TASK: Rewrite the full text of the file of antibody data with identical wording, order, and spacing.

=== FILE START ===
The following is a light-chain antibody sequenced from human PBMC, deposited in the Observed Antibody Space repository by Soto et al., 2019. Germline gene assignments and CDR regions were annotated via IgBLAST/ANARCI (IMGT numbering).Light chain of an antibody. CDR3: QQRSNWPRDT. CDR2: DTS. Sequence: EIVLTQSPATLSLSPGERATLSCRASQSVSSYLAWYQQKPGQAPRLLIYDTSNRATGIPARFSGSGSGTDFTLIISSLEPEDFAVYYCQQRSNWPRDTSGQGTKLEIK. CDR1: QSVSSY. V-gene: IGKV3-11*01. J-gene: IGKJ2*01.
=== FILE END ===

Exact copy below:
The following is a light-chain antibody sequenced from human PBMC, deposited in the Observed Antibody Space repository by Soto et al., 2019. Germline gene assignments and CDR regions were annotated via IgBLAST/ANARCI (IMGT numbering).Light chain of an antibody. CDR3: QQRSNWPRDT. CDR2: DTS. Sequence: EIVLTQSPATLSLSPGERATLSCRASQSVSSYLAWYQQKPGQAPRLLIYDTSNRATGIPARFSGSGSGTDFTLIISSLEPEDFAVYYCQQRSNWPRDTSGQGTKLEIK. CDR1: QSVSSY. V-gene: IGKV3-11*01. J-gene: IGKJ2*01.